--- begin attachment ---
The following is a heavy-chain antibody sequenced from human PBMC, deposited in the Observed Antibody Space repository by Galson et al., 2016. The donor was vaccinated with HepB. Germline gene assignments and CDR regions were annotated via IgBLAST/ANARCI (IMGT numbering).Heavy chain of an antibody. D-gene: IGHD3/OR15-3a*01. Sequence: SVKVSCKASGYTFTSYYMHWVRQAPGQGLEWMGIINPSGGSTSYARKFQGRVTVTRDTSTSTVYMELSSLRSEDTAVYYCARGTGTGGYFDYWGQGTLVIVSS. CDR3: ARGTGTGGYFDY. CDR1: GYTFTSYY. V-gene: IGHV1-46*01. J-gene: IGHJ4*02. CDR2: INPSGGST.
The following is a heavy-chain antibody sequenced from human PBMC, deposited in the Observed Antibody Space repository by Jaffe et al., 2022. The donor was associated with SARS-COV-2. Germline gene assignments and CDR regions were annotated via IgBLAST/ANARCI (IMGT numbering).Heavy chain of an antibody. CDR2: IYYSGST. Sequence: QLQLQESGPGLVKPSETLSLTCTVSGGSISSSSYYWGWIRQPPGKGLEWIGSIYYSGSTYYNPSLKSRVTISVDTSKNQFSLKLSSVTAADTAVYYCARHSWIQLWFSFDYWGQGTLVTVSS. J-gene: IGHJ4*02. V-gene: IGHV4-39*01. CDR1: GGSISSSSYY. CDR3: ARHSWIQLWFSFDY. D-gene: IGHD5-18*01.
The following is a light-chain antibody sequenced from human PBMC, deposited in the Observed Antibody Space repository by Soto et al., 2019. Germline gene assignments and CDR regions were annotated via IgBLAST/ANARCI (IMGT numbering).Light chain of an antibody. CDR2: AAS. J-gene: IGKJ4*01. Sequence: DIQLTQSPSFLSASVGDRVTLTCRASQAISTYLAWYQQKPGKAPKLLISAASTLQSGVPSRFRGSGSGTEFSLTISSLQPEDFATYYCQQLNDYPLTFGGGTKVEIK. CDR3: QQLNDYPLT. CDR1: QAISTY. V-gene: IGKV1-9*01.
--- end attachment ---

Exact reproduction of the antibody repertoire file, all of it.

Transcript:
The following is a heavy-chain antibody sequenced from human PBMC, deposited in the Observed Antibody Space repository by Galson et al., 2016. The donor was vaccinated with HepB. Germline gene assignments and CDR regions were annotated via IgBLAST/ANARCI (IMGT numbering).Heavy chain of an antibody. D-gene: IGHD3/OR15-3a*01. Sequence: SVKVSCKASGYTFTSYYMHWVRQAPGQGLEWMGIINPSGGSTSYARKFQGRVTVTRDTSTSTVYMELSSLRSEDTAVYYCARGTGTGGYFDYWGQGTLVIVSS. CDR3: ARGTGTGGYFDY. CDR1: GYTFTSYY. V-gene: IGHV1-46*01. J-gene: IGHJ4*02. CDR2: INPSGGST.
The following is a heavy-chain antibody sequenced from human PBMC, deposited in the Observed Antibody Space repository by Jaffe et al., 2022. The donor was associated with SARS-COV-2. Germline gene assignments and CDR regions were annotated via IgBLAST/ANARCI (IMGT numbering).Heavy chain of an antibody. CDR2: IYYSGST. Sequence: QLQLQESGPGLVKPSETLSLTCTVSGGSISSSSYYWGWIRQPPGKGLEWIGSIYYSGSTYYNPSLKSRVTISVDTSKNQFSLKLSSVTAADTAVYYCARHSWIQLWFSFDYWGQGTLVTVSS. J-gene: IGHJ4*02. V-gene: IGHV4-39*01. CDR1: GGSISSSSYY. CDR3: ARHSWIQLWFSFDY. D-gene: IGHD5-18*01.
The following is a light-chain antibody sequenced from human PBMC, deposited in the Observed Antibody Space repository by Soto et al., 2019. Germline gene assignments and CDR regions were annotated via IgBLAST/ANARCI (IMGT numbering).Light chain of an antibody. CDR2: AAS. J-gene: IGKJ4*01. Sequence: DIQLTQSPSFLSASVGDRVTLTCRASQAISTYLAWYQQKPGKAPKLLISAASTLQSGVPSRFRGSGSGTEFSLTISSLQPEDFATYYCQQLNDYPLTFGGGTKVEIK. CDR3: QQLNDYPLT. CDR1: QAISTY. V-gene: IGKV1-9*01.